Yet sometimes when flirting, a moment of
hurting for boys who are now corpses or worse.
The skin sinking slowly and the soil surrounding and
those bugs that can bite into bone. In the restaurant
smiling, I’m giving the pitches and ordering chicken but
in the background I’m thinking
of maggots and lichen and
the ways that a grave isn’t home.
So I escape once again, to go haunting curbside,
away from the puddles that spray out the blues.
Leave parties, leave restaurants, leave school, work and friends,
there’s no end for the need to escape.
I run home for a tear, for a tear in the stockings, for
a moment that felt less than fine. Everyone indulges,
the bosses with bravado, saying take care of yourself,
take your time.
All this time given freely, for me to enjoy,
this time in the bathtub while dressed.
An afternoon off and I hide on the tile, wondering
if this makes me obsessed.
I could run the water but then there’s the steam
and Sinatra and all of it makes me feel caught.
The Lindy Hop’s cute but I’ve got things to do, and
sometimes I’m too tired to watch.
So I stay dry and stay dirty, I make it a motto
of all ladies who got left behind. We are a club of girlfriends
who laugh at disaster and get called brave or strong or
snow cool. All of that flattering, somewhat but laughable—
it’s only ourselves that we set out to fool.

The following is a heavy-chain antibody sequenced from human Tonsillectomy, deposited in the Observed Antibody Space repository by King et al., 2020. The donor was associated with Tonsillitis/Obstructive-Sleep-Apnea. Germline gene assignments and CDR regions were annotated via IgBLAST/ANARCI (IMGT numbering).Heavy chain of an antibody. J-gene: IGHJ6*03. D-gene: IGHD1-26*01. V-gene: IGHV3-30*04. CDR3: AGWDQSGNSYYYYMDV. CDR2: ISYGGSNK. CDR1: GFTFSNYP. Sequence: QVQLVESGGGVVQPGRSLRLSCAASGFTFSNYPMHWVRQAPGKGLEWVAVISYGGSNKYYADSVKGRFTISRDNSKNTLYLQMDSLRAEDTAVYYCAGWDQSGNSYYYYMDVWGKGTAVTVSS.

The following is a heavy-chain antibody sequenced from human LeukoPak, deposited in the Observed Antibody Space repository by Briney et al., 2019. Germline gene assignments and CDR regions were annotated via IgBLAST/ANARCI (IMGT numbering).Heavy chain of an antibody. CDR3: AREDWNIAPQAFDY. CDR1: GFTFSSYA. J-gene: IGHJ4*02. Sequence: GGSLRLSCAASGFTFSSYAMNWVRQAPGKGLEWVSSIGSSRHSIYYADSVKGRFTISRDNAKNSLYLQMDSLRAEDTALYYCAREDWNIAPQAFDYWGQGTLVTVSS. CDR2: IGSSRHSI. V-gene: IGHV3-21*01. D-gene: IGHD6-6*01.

We are a club of ladies
with no love for each other,
because it takes one to know one who lies.
Lying and hiding his tapes from the seventies,
I go out alone, but when two
girlfriends meet then we know
that dead boyfriends are haunting us all.
And still we get on with it, buy shoes on their birthdays,
spike heels we know they’d have liked.
Wearing those heels, in the bathtub bone dry, we can talk
on the phone and from the safety of home, admit
that top-forty songs make us cry.
In the funeral bouquet I got a burlesque,
a masque play of dating done by grieving instead.
Roses in lieu of the boy that I loved, white roses instead of his red,
In lieu of that boy who had something bad in his heart or his car or his head.
White roses like silk, in vases on tables, waiting to wilt but
I’m stuck with roses with stamina forever,
it’s always the wrong things that last.
Although, if a vase should fall after a table is kicked,
the pollen that rises might tingle of tangos and other things missed.
This rageful vagueness that takes me makes me
do things only now forgivable. In embraces of boys
still living with girls I feel soft and sweet for
the hard candy meanness in me.
The wrath of waking up wet for a boy
so long underground knows no bounds I can see.
In the club with my hand on a thigh, in
the fizz of the gin that he bought, in
the thump and slide of bass, I flinch
at a shadow of specter and the dream of the disco,
but the other boy’s real and there’s no synth and no mist
so I can dance and flirt and get kissed.
So he’s not all that cute—I’m not all that sober and
want not the best but a rest.
A piranha pariah, they say it’s made me so bitter,
they say it and they’ll say again.
Dead boyfriend’s no license, but what about my sense
that I’ll never get to feel it again.
Dead boyfriend’s a period to sentence not spoken, and
I can’t say if it would’ve got better or worse.
I was still really too young to know what I wanted,
to be a wife or not quite or alone. My head on his chest or
his tongue in my ear or jam eaten straight from the jar.
And here I am missing his toenails, his watch,
and the soundtracks sung loud in the car.
It wasn’t an epic, that’s what makes it so tragic,
just over six months since we’d met.
Whatever I wanted, whatever I’d get,
No one told me I’d never get to forget.